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Jan 23, 2020

Why Your Credit Score Could Take a Hit

By Team Stash

Now more than ever, avoid more debt and don’t miss payments

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Credit scores may soon fall for millions of U.S. consumers.

Fair Isaac Co, the company that creates the FICO score, said it could lower scores for consumers if their debts increase, and they skip payments, according to the Wall Street Journal.

The changes come as U.S. consumers have taken on record amounts of debt in recent years, and could be an acknowledgement that financial lenders may be losing confidence in the economy, according to some reports. Total U.S. consumer debt stood at nearly $14 trillion in the third quarter of 2019, according to the New York Federal Reserve, eclipsing the previous record of $12.7 trillion set in the third quarter of 2008.

The changes also come despite increases in credit scores nationally.

Who will be affected?

Approximately 110 million consumers are likely to experience changes to their credit scores, according to CNBC. Most people will reportedly see a movement of less than 20 points in either direction. Forty million will reportedly see a shift of more than 20 points upward, and another 40 million will see a shift downward.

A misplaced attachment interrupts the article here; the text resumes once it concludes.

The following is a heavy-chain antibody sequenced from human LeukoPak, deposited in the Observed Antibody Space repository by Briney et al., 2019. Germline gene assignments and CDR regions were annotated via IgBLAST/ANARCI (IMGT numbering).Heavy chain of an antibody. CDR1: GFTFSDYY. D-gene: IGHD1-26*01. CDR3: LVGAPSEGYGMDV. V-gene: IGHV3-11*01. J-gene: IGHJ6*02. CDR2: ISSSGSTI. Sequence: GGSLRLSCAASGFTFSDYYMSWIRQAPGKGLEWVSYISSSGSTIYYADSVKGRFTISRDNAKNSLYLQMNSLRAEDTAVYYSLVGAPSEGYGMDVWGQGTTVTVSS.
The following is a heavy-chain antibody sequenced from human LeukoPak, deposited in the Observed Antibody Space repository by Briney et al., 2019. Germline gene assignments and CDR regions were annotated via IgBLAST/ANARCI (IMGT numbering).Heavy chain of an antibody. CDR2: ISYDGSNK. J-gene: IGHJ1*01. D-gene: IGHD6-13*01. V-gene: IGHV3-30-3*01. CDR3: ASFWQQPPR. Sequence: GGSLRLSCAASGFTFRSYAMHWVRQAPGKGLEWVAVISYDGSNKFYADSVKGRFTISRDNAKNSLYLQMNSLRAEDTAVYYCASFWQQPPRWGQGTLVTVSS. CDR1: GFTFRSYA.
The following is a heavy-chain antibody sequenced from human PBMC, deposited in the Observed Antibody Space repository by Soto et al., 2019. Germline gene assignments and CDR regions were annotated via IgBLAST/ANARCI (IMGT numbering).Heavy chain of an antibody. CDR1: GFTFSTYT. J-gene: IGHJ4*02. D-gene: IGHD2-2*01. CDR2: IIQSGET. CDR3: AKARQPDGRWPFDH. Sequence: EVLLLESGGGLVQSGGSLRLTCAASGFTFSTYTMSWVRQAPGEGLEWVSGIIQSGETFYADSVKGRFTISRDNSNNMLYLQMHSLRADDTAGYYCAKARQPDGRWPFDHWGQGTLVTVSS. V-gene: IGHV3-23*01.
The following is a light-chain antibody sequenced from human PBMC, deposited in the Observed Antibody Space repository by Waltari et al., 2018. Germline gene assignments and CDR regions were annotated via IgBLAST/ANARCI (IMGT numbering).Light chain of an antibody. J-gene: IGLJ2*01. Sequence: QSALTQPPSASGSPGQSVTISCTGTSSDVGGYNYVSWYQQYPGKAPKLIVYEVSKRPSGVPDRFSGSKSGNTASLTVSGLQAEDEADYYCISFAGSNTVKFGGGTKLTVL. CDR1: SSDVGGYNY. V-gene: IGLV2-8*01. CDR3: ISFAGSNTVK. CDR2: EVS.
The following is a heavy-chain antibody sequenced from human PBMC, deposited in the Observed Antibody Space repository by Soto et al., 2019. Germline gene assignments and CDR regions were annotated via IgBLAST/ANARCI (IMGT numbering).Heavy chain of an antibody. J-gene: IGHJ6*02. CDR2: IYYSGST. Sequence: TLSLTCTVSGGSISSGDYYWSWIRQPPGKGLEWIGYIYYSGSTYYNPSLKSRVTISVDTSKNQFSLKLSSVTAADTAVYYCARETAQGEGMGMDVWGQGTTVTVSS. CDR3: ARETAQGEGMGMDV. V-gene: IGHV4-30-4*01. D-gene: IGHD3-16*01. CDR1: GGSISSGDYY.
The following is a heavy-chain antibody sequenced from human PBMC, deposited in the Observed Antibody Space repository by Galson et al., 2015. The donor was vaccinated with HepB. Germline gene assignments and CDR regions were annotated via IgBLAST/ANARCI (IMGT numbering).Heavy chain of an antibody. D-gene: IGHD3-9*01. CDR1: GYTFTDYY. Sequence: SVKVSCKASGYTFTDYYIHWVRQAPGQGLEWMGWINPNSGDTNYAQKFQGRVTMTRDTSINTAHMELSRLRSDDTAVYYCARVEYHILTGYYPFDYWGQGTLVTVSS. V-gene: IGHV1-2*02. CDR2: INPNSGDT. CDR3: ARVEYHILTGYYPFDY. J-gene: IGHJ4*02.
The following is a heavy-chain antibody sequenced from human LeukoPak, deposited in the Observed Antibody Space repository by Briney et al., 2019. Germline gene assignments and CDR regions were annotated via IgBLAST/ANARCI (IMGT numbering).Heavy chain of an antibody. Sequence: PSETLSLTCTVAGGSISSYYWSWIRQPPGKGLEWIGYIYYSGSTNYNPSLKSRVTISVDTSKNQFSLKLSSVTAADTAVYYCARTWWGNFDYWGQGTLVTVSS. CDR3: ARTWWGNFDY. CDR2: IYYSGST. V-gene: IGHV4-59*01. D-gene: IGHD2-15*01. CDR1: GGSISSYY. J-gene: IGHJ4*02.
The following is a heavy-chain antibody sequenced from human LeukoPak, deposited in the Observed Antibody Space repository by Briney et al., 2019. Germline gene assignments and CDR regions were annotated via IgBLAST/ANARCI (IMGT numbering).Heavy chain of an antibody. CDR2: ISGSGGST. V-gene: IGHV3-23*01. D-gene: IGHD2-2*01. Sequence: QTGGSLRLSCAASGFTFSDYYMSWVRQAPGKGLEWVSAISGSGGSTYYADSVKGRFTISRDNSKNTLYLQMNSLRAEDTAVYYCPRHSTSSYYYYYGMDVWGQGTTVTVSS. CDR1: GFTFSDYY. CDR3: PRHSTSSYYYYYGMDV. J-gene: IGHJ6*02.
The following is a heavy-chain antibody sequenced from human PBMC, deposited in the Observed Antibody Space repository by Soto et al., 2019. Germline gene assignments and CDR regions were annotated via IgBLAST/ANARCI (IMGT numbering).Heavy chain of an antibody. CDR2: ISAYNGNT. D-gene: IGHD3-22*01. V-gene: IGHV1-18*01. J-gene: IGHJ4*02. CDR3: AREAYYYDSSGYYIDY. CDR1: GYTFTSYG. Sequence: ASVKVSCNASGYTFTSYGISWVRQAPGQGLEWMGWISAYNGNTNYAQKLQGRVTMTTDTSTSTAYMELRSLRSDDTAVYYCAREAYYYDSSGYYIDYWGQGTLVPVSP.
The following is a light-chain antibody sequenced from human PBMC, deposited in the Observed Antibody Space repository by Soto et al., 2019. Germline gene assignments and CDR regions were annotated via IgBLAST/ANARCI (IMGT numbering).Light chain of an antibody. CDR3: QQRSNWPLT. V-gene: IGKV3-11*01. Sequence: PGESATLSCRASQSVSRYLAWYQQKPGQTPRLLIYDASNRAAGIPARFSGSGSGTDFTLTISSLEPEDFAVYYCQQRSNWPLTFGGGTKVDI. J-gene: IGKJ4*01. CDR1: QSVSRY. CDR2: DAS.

People with scores of 680 or higher (considered good credit) are likely to see increases to their scores, while those with scores less than 600 (considered fair to bad) who miss payments or increase their debts, are likely to experience decreases, according to the Wall Street Journal. FICO will also begin flagging people who sign up for personal loans, a category of riskier loans that has surged in recent years. 

Why is this happening now? 

Fair Isaac is introducing a new credit scoring model that it’s selling lenders to help them to identify the best credit risk opportunities as indebtedness rises, according to reports. However, lenders have a choice of which credit score models they use, including older models from Fair Isaac. 

It’s something of an about-face for Fair Isaac, which has spent years trying to incorporate other consumers information that might help increase consumer scores, such as cell phone bills and on-time rent payments.

More about credit scores

Your credit score is a key part of your financial life. It determines how much credit you can get, the interest rates you pay on your loans, and how much it might ultimately cost you to buy a house or a car, among other things.

Fair Isaac uses credit history data compiled by credit bureaus Experian, Transunion, and Equifax to determine your credit score. Your credit usage information is regularly transmitted to these three agencies.

A credit score can range from 300 to 850. The better your credit, the higher your score. Perfect credit is 850.

Your credit score is determined based on your use of credit.

What you can do

The most important factor is how well you handle credit, which chiefly means how timely your payments are. If you’re late with payments or have stopped paying a loan, that’s going to have a negative impact on your credit. Another key factor is how much of your available credit you use. As a general rule, try not to use more than 30% of your total credit lines. 

You can find out more about how to improve your credit score here

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